Holy Trinity Anglican Cemetery

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Holy Trinity Anglican Cemetery

Location
1319 Mills Road
North Saanich, Capital Regional District, British Columbia, V8L 5T2 Canada
Phone 250-656-3223
Website
Memorials 1,541 added (74% photographed)

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Holy Trinity Church is a historic Anglican parish located on the Saanich Peninsula, about 25 kilometers north of Victoria, British Columbia. By 1884, the number of settlers in the area was large enough to support a local church. The majority of them were Church of England members. George Mills, an early settler, donated the site for the church and parsonage on the banks of Patricia Bay.

The original churchyard was about one-half an acre surrounding the church and was planned to accommodate 200 burial plots. The first burial was for the donor of the land, George Mills, who died on February 1, 1888, at the age of 54. On August 30, 1891, the churchyard was expanded to the east and the Bishop then declared all the burial area to be a cemetery. The cemetery was enlarged on two other occasions until it assumed its present size of two acres and 1700 plots.

Many pioneers of the Saanich Peninsula are buried in Holy Trinity Cemetery. At least 20 area roads and geographic features bear names of cemetery occupants. An example is "Mills Road" fronting the cemetery. This road was originally called "School House Road" but the name was changed to honour the local farmer and donor. Many plots have no marker stones indicating the names and dates, but there are hand-written receipts, maps, lists and other records made by sextons and wardens over the years.

Several marker stones and cemetery records show the burial of children in the early years of the church and the effects of the two World Wars on the congregation. Some indicate the affiliation of the occupant with the Canadian Forces, the RCMP and various fraternal organizations. The rank or position of the person is often shown. Probably the most significant is the plot of George Pearkes, Canadian Army General and Lieutenant Governor of B.C. Of the 19 ministers who have served Holy Trinity Church, 5 (including the first Rector, Rev. T.M. Hughes) are buried in the cemetery. Of lesser renown was crewman Andrew Ollson who perished in the sinking of the SS Iroquois off Sidney in 1911.

Early plans of Holy Trinity Cemetery included trees which were planted on the south and west boundaries. Many of these trees are native Douglas fir, but some exotic trees are included, and are found also in the cemetery itself. Over two dozen flowering or ornamental trees are present including flowering cherry and plum, lilac, garry oak and English oak, American elm, copper beech, birch, dogwood, Coulter and Scots pine, cedrus and spruce. Two trees which have dedication plaques are an English oak from Windsor Great Park and a Scots pine from Kew Gardens. Both were planted to commemorate the coronation of King George VI in 1937.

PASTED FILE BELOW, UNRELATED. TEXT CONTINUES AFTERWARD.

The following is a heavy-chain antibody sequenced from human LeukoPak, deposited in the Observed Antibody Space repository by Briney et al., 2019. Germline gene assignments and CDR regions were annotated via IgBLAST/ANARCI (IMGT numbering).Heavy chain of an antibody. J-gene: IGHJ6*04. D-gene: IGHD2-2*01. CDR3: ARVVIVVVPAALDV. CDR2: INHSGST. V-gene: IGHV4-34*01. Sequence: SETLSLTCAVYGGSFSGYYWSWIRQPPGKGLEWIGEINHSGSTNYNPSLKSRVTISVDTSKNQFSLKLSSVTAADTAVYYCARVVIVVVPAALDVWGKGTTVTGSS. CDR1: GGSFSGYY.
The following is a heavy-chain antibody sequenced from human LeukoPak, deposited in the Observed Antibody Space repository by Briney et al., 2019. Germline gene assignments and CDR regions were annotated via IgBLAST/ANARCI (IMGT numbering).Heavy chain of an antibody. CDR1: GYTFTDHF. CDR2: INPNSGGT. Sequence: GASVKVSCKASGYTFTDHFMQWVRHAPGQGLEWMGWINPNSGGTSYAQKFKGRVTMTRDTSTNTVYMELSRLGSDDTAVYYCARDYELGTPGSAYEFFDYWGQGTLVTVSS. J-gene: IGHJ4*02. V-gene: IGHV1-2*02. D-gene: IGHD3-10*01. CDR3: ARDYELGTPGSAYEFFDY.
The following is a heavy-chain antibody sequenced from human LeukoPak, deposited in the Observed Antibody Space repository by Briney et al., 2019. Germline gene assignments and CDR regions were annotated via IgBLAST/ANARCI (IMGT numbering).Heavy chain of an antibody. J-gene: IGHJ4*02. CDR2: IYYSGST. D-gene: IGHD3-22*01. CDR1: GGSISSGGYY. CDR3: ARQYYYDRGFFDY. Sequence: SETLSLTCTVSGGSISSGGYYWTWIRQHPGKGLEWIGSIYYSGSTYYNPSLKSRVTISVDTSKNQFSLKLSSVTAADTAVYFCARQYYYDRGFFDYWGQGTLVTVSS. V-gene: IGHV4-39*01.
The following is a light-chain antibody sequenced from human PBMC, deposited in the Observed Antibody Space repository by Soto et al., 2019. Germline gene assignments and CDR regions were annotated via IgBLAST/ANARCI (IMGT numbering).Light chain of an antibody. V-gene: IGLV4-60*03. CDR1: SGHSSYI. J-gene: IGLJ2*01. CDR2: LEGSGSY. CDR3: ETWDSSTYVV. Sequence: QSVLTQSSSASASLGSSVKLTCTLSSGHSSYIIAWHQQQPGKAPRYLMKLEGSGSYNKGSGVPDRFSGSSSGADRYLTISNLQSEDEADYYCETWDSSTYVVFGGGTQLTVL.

The two most conspicuous marker stones or monuments are for people who are not buried in the cemetery. A large stone cross and identification marker located at the end of the cemetery road is in memory of Rev. Roy Melville, the sixth rector of the church. However, there is no record of Rev. Melville's burial in Holy Trinity Cemetery. On the east central part of the cemetery is a tall granite obelisk naming three young soldiers who drowned in a boating accident near Sidney. They were neither parishioners nor residents of this area, but the Canadian Legion arranged for the manufacture and inscription of the monument and its placement in the cemetery.

In 1980, Holy Trinity and St. Andrew's in nearby Sidney separated into independent parishes. The cemetery, however, remained a joint responsibility and is now managed by a Cemetery Board of the rectors and representatives from both parishes.

The passing of time and change of equipment is noted in Holy Trinity Cemetery. The early hand-scripted ledgers of burials and plots have been replaced by computer data bases and location/name files on disks. The hand-hewn marker stones (some with misspellings and chiseling problems) are now made from the same stone but with computer-directed carbide routers which can carve any kind of print or script and any scene or design considered appropriate.

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GPS Coordinates: 48.65483, -123.44527

  • Added: 22 Jul 2001
  • Find A Grave Cemetery: #639356